- Friedland, Andrew J.
Dartmouth Environmental Studies Program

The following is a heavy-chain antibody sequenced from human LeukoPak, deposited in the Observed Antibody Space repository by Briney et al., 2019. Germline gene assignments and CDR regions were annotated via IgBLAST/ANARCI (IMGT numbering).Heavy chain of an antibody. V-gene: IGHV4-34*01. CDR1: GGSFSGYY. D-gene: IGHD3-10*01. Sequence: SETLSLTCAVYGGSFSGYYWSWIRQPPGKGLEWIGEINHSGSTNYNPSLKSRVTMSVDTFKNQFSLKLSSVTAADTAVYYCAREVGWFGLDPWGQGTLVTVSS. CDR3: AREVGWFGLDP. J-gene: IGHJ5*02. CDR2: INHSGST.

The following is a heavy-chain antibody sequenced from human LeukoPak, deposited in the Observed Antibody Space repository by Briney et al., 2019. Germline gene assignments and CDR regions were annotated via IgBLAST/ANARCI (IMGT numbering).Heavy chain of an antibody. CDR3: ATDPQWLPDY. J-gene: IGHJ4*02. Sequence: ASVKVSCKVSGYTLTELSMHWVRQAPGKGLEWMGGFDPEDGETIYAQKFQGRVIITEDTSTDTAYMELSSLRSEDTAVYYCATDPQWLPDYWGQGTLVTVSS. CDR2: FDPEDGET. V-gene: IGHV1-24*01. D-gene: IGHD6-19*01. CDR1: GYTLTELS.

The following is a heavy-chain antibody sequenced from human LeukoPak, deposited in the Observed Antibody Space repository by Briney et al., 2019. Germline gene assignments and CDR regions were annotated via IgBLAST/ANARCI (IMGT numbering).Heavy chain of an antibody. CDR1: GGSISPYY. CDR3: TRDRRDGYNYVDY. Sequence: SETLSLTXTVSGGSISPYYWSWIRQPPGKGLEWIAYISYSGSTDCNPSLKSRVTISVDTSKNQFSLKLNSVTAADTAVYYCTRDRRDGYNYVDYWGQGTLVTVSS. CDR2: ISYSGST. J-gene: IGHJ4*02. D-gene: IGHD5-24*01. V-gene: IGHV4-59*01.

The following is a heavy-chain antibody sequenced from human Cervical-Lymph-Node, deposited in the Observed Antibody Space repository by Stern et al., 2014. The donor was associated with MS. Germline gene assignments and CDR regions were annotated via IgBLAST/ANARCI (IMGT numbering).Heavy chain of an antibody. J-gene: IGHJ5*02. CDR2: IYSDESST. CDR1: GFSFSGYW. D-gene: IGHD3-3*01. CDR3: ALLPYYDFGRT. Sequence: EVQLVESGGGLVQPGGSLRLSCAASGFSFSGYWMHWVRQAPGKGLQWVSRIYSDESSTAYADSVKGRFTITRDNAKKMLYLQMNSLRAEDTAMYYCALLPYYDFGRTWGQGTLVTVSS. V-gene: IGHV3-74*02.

Changes in soil respiration associated with effects of forest harvesting could increase net loss of CO2 to the atmosphere relative to pre- harvest values. By excavating quantitative soil pits across a gradient of physical disturbance in a harvested northern hardwood forest, this study examined C release from mineral soil. Mineral soil samples were analyzed for pH, percent organic matter (%OM), C and N concentration, δ13C, and total C per unit area. Results show a relationship between degree of disturbance and C concentration in soil 10-30 cm beneath the O-horizon. Highly disturbed sites show C depletion, with horizons from disturbed sites containing 25% less total C than horizons from the least disturbed sites. δ13C signatures of soil profiles at these sites show vertical mixing of plant-derived material into deeper mineral horizons. We propose that mixing, as a result of physical disturbance in the upper soil horizons, has led to C depletion in deep mineral soil. Regardless of the mechanism, these results suggest that increased CO2 emissions from soil may occur following harvest, and, thus, have implications for the validity of treating harvested wood biomass as a carbon neutral energy source.